I’ve been to a few protests in my time. Going to a protest in the Bay Area usually involves BARTing over to San Francisco, getting out at the Civic Center exit, and congregating with the rest of the protestors in front of City Hall. The protest may or may not involve a march down Market street, holding a sign, and chanting interspersed with conversations with friends. After the march, coffee may be involved. And then, back home.
That is nothing, my friends.
Anything I have done for what I believe in pales in comparison to the level of commitment that Egyptian citizens protesting in Tahrir Square exhibited in January 2011, when the documentary The Square begins. Many demonstrators refused to leave until their voices were heard. Eventually, on February 11, 2011, Egyptian President Hosni Mubarak stepped down and demonstrators celebrated and left the square, ecstatic that they accomplished what they set out for – they wanted real change and they believed they got it. Unfortunately, that wasn’t the case.
With The Square, referring to Tahrir Square, Director Jehane Noujaim followed around a group of dedicated Egyptian citizens as they demonstrated over two years. The group includes Ahmed, Khalid, Magdy, and Aida. They were revolutionaries, their concern for their country evident as the documentary shows the unwavering dedication that these people have.
Noujaim delves into how invested these people are in their country, capturing the citizens view of the Arab Spring in Egypt. They were seeking real change and for a moment, that moment when Mubarak stepped down, they thought they were going to get all their concerns addressed. It’s heartbreaking when they realize that wasn’t the case, that the army that stepped in was no different, and that they never should have left Tahrir Square. And yet, their faith that they can accomplish something is unwavering as the cause unites all of them, despite their different backgrounds.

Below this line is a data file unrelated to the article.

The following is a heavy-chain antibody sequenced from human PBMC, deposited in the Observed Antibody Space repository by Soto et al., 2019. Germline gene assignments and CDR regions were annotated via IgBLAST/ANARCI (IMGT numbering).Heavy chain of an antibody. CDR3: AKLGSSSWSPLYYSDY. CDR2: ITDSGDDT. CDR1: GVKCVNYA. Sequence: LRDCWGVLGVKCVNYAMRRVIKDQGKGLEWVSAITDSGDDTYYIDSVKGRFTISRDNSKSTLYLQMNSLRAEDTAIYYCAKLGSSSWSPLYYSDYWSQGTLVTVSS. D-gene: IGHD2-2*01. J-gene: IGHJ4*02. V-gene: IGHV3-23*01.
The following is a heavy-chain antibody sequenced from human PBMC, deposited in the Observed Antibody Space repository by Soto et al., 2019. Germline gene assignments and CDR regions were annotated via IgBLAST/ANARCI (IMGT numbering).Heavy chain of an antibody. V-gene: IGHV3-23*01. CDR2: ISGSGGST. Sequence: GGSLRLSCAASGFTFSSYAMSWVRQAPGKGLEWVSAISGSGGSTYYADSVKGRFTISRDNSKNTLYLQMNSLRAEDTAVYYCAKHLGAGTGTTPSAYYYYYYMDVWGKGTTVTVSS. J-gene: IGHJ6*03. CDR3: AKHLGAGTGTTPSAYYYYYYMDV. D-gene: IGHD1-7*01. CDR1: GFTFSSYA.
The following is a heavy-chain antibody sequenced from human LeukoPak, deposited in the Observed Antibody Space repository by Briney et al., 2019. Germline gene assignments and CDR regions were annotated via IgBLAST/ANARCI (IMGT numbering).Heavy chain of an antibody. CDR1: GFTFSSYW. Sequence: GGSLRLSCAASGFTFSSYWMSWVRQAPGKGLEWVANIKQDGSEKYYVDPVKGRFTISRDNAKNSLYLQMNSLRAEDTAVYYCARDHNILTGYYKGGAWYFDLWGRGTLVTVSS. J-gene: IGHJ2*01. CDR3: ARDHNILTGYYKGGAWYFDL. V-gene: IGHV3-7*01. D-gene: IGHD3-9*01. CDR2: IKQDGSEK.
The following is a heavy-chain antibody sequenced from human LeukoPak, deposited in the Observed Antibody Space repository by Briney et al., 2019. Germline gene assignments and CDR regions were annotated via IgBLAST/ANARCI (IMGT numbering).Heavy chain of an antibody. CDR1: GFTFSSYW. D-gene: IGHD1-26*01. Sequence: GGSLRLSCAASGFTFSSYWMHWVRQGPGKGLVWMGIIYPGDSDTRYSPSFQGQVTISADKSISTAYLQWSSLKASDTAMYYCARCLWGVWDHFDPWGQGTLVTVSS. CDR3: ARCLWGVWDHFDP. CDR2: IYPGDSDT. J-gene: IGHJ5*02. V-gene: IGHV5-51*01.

The Square is the kind of documentary that everyone should watch. With Twitter and other forms of social media, a lot of us found ourselves keeping apprised of the revolution, but it’s another thing to be immersed in it like one feels when watching The Square. The director is on the front lines, never interfering or steering the conversations, allowing us to be observers of the Egyptian Revolution and it’s quite an experience.
One caveat I would say though is that the Egyptian Revolution is complex, with a lot of variables and players that can’t be covered in a documentary of less than two hours. I don’t believe it’s meant to though. The Square gives the perspective from the ground and it’s on the viewer to become more educated on the topic to understand all the nuances of the situation.
Let it be an introduction then. Watch this, become curious, learn more.
The Square was released on Friday through Netflix, which produced the film, and is available via streaming. It has a limited release in some theaters around the country for a week so if you don’t have Netflix, that’s your best bet to catch this film.
The Square has been nominated for an Oscar in the Best Documentary category.
Further reading – check out my post on a book containing narratives of the Arab Spring: Demanding Dignity – Young Voices From the Front Lines of the Arab Revolutions